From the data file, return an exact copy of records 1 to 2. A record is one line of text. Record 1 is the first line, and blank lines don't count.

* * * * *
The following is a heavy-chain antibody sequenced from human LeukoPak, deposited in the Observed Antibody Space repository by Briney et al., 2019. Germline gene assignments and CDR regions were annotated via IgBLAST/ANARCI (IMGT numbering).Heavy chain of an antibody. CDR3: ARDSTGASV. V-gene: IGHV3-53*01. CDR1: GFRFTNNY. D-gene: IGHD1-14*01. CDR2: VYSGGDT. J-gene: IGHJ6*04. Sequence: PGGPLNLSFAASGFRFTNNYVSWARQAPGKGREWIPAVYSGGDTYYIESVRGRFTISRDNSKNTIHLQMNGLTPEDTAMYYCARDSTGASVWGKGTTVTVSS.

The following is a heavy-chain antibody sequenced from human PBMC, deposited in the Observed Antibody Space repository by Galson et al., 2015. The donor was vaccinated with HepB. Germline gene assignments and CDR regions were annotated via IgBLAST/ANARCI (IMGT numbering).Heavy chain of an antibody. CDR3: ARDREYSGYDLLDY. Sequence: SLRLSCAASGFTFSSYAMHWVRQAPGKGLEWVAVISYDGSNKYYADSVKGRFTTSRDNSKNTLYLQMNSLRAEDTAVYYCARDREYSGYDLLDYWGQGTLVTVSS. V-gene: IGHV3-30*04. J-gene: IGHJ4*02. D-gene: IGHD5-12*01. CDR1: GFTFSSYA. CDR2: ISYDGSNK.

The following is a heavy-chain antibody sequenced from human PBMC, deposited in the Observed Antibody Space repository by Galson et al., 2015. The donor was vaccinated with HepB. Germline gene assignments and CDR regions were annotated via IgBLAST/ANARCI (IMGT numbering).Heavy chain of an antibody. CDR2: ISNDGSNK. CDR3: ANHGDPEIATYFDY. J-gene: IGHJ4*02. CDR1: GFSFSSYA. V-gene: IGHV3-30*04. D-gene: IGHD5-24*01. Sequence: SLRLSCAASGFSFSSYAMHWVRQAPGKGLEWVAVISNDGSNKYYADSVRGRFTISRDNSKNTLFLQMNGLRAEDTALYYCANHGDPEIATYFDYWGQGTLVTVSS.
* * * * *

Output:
The following is a heavy-chain antibody sequenced from human LeukoPak, deposited in the Observed Antibody Space repository by Briney et al., 2019. Germline gene assignments and CDR regions were annotated via IgBLAST/ANARCI (IMGT numbering).Heavy chain of an antibody. CDR3: ARDSTGASV. V-gene: IGHV3-53*01. CDR1: GFRFTNNY. D-gene: IGHD1-14*01. CDR2: VYSGGDT. J-gene: IGHJ6*04. Sequence: PGGPLNLSFAASGFRFTNNYVSWARQAPGKGREWIPAVYSGGDTYYIESVRGRFTISRDNSKNTIHLQMNGLTPEDTAMYYCARDSTGASVWGKGTTVTVSS.

The following is a heavy-chain antibody sequenced from human PBMC, deposited in the Observed Antibody Space repository by Galson et al., 2015. The donor was vaccinated with HepB. Germline gene assignments and CDR regions were annotated via IgBLAST/ANARCI (IMGT numbering).Heavy chain of an antibody. CDR3: ARDREYSGYDLLDY. Sequence: SLRLSCAASGFTFSSYAMHWVRQAPGKGLEWVAVISYDGSNKYYADSVKGRFTTSRDNSKNTLYLQMNSLRAEDTAVYYCARDREYSGYDLLDYWGQGTLVTVSS. V-gene: IGHV3-30*04. J-gene: IGHJ4*02. D-gene: IGHD5-12*01. CDR1: GFTFSSYA. CDR2: ISYDGSNK.